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The Dagger: College Basketball Blog

Where does John Calipari rank among best coaches without a title?

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John Calipari (Getty Images)

Kentucky coach John Calipari has endured plenty of criticism throughout his career, so perhaps it's no surprise a backhanded compliment doesn't faze him.

Each time anyone has asked Calipari about being known as college basketball's best active coach never to win a championship, he brushes off the question and insists it's not that important to him.

"I'm not judging myself on that," he told the Sporting News in a Q&A earlier this month. "Now, everyone else might. But my whole thing will be, 'Do I have my team ready for that postseason run? Are we ready to compete?'"

Calipari certainly appears to have succeeded based on that method of evaluation. Kentucky (32-2) enters the NCAA tournament as a clear title favorite after being one Christian Watford buzzer-beating three away from an undefeated regular season.

If Calipari does not cut down the nets with this Kentucky team, the pressure on him to win his first ring will only intensify. Here's a look at where Calipari ranks on my list of  college basketball's best all-time coaches who did not win a championship.

1. Eddie Sutton
Record: 804-327
NCAA Tournament appearances: 26
Final Fours: 1978 (Arkansas), 1995, 2004 (Oklahoma State)
Stat to note: One of only eight Division I coaches to eclipse 800 wins
Best shot to win a title: With four starters back from a team that went 26-2 the previous season but lost in the opening round of the NCAA tournament to Wake Forest, Sutton's 1977-78 Arkansas team was both loaded and motivated. Guards Sidney Moncrief, Ron Brewer and Marvin Delph earned the nickname "the Triplets," leading the Razorbacks to an undefeated record in non-league play, a Southwest Conference regular season title and a brief appearance at No. 1 in the AP poll. Arkansas swept through a star-studded West Regional to make the first Final Four in program history, but the Razorbacks' run ended with a 64-59 loss to top-ranked and eventual national champ Kentucky.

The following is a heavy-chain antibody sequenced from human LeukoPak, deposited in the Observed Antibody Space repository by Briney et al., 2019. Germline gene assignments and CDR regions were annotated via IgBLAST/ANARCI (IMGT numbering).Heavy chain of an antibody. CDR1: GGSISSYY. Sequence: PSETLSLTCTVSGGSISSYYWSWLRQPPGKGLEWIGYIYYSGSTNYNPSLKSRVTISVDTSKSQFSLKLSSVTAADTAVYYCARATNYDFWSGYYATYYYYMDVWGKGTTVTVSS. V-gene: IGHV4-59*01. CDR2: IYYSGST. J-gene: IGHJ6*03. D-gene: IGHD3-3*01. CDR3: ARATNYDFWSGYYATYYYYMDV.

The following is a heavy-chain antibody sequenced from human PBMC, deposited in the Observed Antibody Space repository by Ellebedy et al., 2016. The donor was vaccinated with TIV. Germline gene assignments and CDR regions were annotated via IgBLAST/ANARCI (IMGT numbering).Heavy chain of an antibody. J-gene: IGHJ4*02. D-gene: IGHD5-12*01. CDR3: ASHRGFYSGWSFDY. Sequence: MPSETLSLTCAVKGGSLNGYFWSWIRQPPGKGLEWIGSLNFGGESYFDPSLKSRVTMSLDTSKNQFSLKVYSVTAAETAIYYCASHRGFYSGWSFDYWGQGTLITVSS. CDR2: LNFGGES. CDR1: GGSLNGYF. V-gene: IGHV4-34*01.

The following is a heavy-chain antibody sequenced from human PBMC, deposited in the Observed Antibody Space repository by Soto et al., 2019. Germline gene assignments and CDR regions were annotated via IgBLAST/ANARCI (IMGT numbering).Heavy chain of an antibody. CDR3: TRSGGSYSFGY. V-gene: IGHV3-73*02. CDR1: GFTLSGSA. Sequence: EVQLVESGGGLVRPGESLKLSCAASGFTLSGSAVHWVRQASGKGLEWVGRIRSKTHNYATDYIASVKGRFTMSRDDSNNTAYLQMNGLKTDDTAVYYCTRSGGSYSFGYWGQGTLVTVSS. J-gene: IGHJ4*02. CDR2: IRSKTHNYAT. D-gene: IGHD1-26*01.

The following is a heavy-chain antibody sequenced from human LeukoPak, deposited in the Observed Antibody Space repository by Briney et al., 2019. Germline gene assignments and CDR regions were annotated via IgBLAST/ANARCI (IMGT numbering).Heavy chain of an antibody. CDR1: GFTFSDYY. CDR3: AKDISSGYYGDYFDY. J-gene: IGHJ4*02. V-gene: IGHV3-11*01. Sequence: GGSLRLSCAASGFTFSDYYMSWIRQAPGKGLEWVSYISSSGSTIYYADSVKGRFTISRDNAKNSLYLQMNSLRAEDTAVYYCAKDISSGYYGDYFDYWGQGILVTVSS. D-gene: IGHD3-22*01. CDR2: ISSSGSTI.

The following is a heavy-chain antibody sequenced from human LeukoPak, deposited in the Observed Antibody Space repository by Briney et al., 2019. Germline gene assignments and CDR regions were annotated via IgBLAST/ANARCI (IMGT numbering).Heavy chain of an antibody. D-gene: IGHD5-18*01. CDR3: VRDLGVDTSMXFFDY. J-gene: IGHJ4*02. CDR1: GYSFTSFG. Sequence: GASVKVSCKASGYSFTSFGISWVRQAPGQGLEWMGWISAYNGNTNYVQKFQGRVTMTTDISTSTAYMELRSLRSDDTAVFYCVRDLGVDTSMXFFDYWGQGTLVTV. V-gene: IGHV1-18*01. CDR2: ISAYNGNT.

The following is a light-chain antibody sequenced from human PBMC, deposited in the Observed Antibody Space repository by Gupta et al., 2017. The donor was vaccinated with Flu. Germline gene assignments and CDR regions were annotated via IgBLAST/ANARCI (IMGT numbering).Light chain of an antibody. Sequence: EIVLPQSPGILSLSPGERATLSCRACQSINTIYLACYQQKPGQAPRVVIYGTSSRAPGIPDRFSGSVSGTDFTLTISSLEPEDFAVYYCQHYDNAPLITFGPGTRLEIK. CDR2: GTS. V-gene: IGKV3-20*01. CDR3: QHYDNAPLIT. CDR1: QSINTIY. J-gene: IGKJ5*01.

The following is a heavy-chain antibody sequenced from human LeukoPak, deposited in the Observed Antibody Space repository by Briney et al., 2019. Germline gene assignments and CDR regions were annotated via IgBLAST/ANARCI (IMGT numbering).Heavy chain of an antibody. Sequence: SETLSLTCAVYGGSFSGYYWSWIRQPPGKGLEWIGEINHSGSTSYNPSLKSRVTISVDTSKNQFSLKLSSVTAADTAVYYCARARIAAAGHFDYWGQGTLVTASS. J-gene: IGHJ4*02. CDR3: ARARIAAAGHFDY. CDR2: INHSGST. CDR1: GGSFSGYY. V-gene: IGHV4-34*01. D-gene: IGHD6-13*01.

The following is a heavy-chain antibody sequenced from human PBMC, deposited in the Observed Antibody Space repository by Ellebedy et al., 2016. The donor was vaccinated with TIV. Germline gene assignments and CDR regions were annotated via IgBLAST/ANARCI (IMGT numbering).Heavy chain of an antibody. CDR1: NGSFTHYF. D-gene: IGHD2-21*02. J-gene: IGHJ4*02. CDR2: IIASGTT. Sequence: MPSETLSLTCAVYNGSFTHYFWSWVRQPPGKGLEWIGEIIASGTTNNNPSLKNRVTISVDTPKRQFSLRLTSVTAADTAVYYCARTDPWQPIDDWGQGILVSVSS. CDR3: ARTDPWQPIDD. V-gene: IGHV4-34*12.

Two other good chances: 1985-86 Kentucky won 32 games but lost in the regional final to an LSU team it had previously beaten three times; Georgia Tech denied Sutton his first appearance in the national title game when Will Bynum scored a go-ahead layup in the final seconds in the 2004 Final Four.

2. John Calipari
Record: 499-154
NCAA tournament appearances: 14
Final Fours: 1996 (UMass)* 2008 (Memphis)* 2011 (Kentucky) (* = vacated)
Stat to note: Last year, he joined Rick Pitino as the only coaches to lead three different schools to the Final Four
Best shot to win a title: Memphis led Kansas 60-51 with 2:12 remaining in the 2008 national title game before Kansas caught fire and the Tigers reverted to their season-long habit of erratic free throw shooting. Chris Douglas-Roberts and Derrick Rose both missed key free throws down the stretch, enabling Kansas to tie the game on Mario Chalmers' famous three-pointer at the buzzer and win in overtime 75-68. Said Calipari afterward, "Ten seconds to go, we're thinking we're national champs. To be that close and have these kids suffer in there like they are right now, as a coach you're just like, 'Man, I wish I could have done one thing to get them over the hump."
Two other good chances: Marcus Camby and Lou Roe led top-seeded UMass to the 1996 Final Four, but the Minutemen fell 81-74 to a loaded Kentucky team that went on to win the national title; Despite assuming the role of title favorite in the 2010 NCAA tournament after Kansas lost in the second round, Calipari's first Kentucky team failed to reach the Final Four when it had an ill-timed cold shooting night in the Elite Eight against West Virginia.